At the same time, people have weird beliefs about hypnosis, such as it being the same thing as mind control. When we have beliefs like this, we tend to insist that hypnosis is fake because we don’t like the consequences if it isn’t.
And then there’s people who think that hypnosis is fake because they once listened to an audio recording and it didn’t work. Or a specific hypnotist was unable to hypnotize them.
Hypnosis relies heavily on the hypnotist having feedback from the subject. With a recording this never happens, so recordings are notoriously inefficient at inducing hypnosis.
Not only that, but hypnosis requires a complex interplay between the hypnotist and the subject. Even the very best hypnotist in the world may find some subjects that they just don’t get on with in the right way for hypnosis to work. Another hypnotist may have no trouble at all with those same subjects.
Here’s the thing though: Hypnosis itself is a logical consequence of the capacity limits of the human brain. Hypnosis is not only real, but necessary for our brains to function.
Read more: Is Hypnosis Real?
Myth 7. Hypnosis is dangerous
With a topic as mysterious as hypnosis, it’s only natural to ask whether it’s safe. And the truth is that there are a few risks with hypnosis. But they’re probably not what you think.
As a rule, none of the things that people tend to think might be dangerous about hypnosis are actually true.
Now hypnosis can be done both with and without the hypnosis subject’s awareness.
When the subject knows the hypnosis is happening, we call that overt hypnosis. This is the kind of hypnosis you find when you go to see a hypnotherapist or a hypnosis stage show. The risks here are just the same as you might find with any process where we delve deep inside someone’s psyche: There can be stuff that’s already broken inside that mind and we accidentally trip over it. And there can be minor side-effects.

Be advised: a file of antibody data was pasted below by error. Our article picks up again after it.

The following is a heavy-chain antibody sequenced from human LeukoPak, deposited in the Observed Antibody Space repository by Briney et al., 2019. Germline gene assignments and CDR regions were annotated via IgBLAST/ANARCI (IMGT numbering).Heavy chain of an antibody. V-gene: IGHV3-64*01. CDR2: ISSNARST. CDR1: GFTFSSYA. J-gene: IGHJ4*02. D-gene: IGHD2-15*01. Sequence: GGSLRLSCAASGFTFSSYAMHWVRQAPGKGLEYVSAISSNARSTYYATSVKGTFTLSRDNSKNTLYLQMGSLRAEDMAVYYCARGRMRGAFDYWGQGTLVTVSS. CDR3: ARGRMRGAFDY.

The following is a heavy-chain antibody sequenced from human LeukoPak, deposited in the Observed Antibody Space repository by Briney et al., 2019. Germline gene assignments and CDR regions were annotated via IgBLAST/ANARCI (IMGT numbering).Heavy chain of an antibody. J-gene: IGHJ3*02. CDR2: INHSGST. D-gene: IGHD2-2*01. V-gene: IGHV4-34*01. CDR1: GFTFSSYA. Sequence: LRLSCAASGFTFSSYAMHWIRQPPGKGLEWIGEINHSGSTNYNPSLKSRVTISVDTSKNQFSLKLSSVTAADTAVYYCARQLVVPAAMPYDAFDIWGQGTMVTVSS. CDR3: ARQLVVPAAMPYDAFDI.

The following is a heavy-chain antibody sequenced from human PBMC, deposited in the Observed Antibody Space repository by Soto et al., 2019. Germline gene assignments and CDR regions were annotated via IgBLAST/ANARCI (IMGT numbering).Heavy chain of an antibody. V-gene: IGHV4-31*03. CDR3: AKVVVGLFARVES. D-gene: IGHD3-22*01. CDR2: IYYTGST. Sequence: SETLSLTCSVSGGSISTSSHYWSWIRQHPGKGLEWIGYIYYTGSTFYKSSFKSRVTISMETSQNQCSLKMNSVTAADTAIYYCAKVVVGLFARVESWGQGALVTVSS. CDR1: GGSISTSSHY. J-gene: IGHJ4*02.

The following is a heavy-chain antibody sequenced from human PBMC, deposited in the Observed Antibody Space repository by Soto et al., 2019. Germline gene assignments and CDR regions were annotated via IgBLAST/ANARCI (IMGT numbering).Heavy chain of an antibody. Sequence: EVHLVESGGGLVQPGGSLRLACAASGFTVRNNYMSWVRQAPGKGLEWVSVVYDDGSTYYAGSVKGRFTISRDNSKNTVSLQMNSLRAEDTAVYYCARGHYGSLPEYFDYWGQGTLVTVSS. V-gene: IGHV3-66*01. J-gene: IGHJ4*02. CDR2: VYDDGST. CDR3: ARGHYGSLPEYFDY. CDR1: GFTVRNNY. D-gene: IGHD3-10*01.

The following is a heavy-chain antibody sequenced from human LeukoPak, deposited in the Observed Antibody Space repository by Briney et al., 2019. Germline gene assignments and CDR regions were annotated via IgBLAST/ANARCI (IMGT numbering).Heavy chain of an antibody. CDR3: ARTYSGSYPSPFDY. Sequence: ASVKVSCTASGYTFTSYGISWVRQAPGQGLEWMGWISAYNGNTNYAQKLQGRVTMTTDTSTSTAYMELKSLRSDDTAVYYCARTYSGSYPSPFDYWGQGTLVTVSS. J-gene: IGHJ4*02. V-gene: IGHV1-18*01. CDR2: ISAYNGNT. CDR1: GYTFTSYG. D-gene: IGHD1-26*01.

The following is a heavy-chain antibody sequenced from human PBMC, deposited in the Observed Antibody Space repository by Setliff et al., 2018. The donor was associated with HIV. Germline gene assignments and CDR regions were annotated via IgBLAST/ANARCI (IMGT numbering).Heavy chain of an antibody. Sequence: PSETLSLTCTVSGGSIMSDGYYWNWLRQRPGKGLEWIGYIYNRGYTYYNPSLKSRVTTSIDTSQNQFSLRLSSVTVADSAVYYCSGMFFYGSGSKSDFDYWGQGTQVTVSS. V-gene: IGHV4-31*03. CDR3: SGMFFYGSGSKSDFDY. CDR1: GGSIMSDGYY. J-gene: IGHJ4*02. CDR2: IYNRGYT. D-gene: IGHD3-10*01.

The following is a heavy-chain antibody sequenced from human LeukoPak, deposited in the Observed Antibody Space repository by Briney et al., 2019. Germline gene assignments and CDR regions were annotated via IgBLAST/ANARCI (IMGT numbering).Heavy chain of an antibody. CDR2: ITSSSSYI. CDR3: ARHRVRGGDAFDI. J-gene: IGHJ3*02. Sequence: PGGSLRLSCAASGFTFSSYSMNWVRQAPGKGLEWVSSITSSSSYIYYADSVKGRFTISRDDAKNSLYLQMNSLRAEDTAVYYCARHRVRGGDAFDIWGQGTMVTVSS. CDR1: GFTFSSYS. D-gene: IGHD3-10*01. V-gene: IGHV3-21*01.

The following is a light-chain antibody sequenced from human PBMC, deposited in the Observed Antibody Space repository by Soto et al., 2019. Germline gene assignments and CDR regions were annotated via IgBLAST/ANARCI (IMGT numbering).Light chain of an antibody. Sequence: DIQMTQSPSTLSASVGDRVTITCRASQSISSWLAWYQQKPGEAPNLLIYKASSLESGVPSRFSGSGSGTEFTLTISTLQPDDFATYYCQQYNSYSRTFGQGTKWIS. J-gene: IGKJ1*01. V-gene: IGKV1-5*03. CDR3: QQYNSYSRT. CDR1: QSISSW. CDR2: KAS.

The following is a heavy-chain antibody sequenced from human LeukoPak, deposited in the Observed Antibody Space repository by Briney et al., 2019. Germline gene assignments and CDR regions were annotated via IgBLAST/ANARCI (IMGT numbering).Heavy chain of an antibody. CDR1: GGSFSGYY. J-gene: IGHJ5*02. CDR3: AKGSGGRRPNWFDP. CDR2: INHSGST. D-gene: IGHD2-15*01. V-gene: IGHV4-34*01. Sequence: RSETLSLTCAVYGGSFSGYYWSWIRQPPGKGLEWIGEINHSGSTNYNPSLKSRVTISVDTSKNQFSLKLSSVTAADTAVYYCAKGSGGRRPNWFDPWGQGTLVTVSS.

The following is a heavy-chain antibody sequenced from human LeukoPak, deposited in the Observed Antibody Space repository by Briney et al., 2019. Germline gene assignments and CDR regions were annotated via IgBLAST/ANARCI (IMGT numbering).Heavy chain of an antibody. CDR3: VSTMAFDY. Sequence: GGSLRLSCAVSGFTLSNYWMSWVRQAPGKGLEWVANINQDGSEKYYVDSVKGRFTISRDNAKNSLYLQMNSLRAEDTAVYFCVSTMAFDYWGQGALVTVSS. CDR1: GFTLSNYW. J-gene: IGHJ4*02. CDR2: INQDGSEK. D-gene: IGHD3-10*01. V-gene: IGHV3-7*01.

Here’s the thing though: Hypnotists are trained in exactly what to do in those cases. Part of our job is to manage it for you. The end result is that hypnosis with a competent professional hypnotist is usually completely safe.
The other kind of hypnosis is hypnosis that the subject is unaware of. This includes things like dark hypnosis and covert hypnosis in the media. This kind of hypnosis can be dangerous, but it’s all around us all the time and there’s nothing we can do to avoid it. The way to get around this is to use something like self-hypnosis to control your own hypnotic states so that you can minimize its impact.
So what it comes down to is that when you intentionally expose yourself to hypnosis with a competent professional hypnotist, it’s generally completely safe.
Read more: Is Hypnosis Dangerous? Or is Hypnosis Safe?
Myth 8. Hypnosis is sleep
To the casual observer, it might appear that someone who is hypnotized is asleep.
On top of that, when people get their knowledge from pop-culture rather than reality, they can come to believe that people don’t remember what happens in hypnosis sessions.